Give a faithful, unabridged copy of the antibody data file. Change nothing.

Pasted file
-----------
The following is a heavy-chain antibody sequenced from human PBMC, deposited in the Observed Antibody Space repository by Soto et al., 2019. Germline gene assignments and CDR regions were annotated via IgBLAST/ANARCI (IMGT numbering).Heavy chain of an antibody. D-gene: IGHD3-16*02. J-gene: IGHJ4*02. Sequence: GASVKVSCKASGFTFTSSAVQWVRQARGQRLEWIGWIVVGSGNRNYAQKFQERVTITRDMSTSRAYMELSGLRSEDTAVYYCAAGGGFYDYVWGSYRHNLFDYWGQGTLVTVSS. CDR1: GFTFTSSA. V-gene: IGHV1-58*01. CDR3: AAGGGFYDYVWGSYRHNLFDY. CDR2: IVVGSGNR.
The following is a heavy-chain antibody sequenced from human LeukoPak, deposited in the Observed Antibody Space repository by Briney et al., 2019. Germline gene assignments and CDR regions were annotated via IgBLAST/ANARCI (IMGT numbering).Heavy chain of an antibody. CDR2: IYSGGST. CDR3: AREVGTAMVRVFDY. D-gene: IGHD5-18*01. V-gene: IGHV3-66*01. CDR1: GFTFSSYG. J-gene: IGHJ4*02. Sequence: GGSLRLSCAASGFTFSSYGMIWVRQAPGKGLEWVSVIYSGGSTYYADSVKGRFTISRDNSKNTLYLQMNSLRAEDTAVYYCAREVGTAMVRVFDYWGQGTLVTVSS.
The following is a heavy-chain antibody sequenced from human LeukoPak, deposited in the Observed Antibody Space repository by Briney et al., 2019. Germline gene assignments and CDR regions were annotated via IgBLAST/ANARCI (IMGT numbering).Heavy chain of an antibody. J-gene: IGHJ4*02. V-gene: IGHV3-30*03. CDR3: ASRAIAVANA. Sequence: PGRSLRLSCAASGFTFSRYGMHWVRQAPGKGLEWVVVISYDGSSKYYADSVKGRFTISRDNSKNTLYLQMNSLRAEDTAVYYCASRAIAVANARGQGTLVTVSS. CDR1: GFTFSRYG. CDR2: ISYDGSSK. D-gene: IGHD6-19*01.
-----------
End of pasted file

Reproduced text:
The following is a heavy-chain antibody sequenced from human PBMC, deposited in the Observed Antibody Space repository by Soto et al., 2019. Germline gene assignments and CDR regions were annotated via IgBLAST/ANARCI (IMGT numbering).Heavy chain of an antibody. D-gene: IGHD3-16*02. J-gene: IGHJ4*02. Sequence: GASVKVSCKASGFTFTSSAVQWVRQARGQRLEWIGWIVVGSGNRNYAQKFQERVTITRDMSTSRAYMELSGLRSEDTAVYYCAAGGGFYDYVWGSYRHNLFDYWGQGTLVTVSS. CDR1: GFTFTSSA. V-gene: IGHV1-58*01. CDR3: AAGGGFYDYVWGSYRHNLFDY. CDR2: IVVGSGNR.
The following is a heavy-chain antibody sequenced from human LeukoPak, deposited in the Observed Antibody Space repository by Briney et al., 2019. Germline gene assignments and CDR regions were annotated via IgBLAST/ANARCI (IMGT numbering).Heavy chain of an antibody. CDR2: IYSGGST. CDR3: AREVGTAMVRVFDY. D-gene: IGHD5-18*01. V-gene: IGHV3-66*01. CDR1: GFTFSSYG. J-gene: IGHJ4*02. Sequence: GGSLRLSCAASGFTFSSYGMIWVRQAPGKGLEWVSVIYSGGSTYYADSVKGRFTISRDNSKNTLYLQMNSLRAEDTAVYYCAREVGTAMVRVFDYWGQGTLVTVSS.
The following is a heavy-chain antibody sequenced from human LeukoPak, deposited in the Observed Antibody Space repository by Briney et al., 2019. Germline gene assignments and CDR regions were annotated via IgBLAST/ANARCI (IMGT numbering).Heavy chain of an antibody. J-gene: IGHJ4*02. V-gene: IGHV3-30*03. CDR3: ASRAIAVANA. Sequence: PGRSLRLSCAASGFTFSRYGMHWVRQAPGKGLEWVVVISYDGSSKYYADSVKGRFTISRDNSKNTLYLQMNSLRAEDTAVYYCASRAIAVANARGQGTLVTVSS. CDR1: GFTFSRYG. CDR2: ISYDGSSK. D-gene: IGHD6-19*01.